• Report: Department Of Justice Expert Witnesses Abused Funds

    A recent Inspector General report shows that the Department of Justice (DOJ) spent millions on unnecessary expert witnesses, who often broke the rules by splurging on hotels and first class flights, the Washington Examiner reports.

    The report reviewed 729 expert witness contract files from DOJ offices nationwide, finding that at least 10 percent of the sample was fraught with blatant waste and misuse of funds, totaling $15 million dollars. For 39 other contract files, it was unclear whether the use of funds was permissible under existing guidelines due to ambiguity. Just those 39 files added an additional $10 million dollars to the total. The Inspector General determined that the antitrust division of the DOJ abused expert witness funds the most.

    Expert witnesses often ran up their hotel bills far over the prescribed limit, but not only did expert witnesses maneuver around the requirements, but Department of Justice officials purposefully paid $1.2 million dollars for legal proceedings completely outside of the U.S. judicial system.

    Additionally, these same officials forked out $8.4 million for witnesses that weren’t even required, and the witnesses were hired even though officials had no evidence a trial was needed. Although the guidelines state that a court date is necessary, over half of the examined cases showed that the DOJ flagrantly disregarded the regulations. Linguists were hired, too, even though the program expressly forbids using funds for that purpose.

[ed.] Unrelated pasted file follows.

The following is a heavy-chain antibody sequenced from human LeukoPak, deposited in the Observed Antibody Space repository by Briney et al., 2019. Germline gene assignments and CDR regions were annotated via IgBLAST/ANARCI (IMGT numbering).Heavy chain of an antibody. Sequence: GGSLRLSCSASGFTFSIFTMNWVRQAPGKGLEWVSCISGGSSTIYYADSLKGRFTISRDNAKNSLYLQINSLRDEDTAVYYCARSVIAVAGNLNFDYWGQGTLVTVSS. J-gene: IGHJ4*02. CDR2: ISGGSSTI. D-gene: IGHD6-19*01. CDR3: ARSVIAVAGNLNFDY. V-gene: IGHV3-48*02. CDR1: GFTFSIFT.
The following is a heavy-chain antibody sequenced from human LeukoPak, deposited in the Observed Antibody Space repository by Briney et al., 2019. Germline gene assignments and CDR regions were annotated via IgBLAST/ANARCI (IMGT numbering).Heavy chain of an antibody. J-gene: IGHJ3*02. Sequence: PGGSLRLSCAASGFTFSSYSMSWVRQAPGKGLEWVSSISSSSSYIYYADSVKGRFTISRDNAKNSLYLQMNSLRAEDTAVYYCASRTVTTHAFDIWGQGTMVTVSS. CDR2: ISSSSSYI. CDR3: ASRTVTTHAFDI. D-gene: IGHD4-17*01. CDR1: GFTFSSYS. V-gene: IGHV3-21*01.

And in spite of the fact that the program ran a surplus of $210 million dollars, the Obama administration in 2014 requested that an addition $270 million dollars to be added to the budget.

    The Inspector General produced 12 recommendations for the Department of Justice to implement in the future, including updated and clearer guidelines as to who is supposed to oversee and monitor funds for expert witness contracts. As well, the Department of Justice needs to educate its staff and “[p]rovide clear guidance to department attorneys and administrative staffs on the necessary elements of an expert witness contract to be paid with FEW funding,” the report said.

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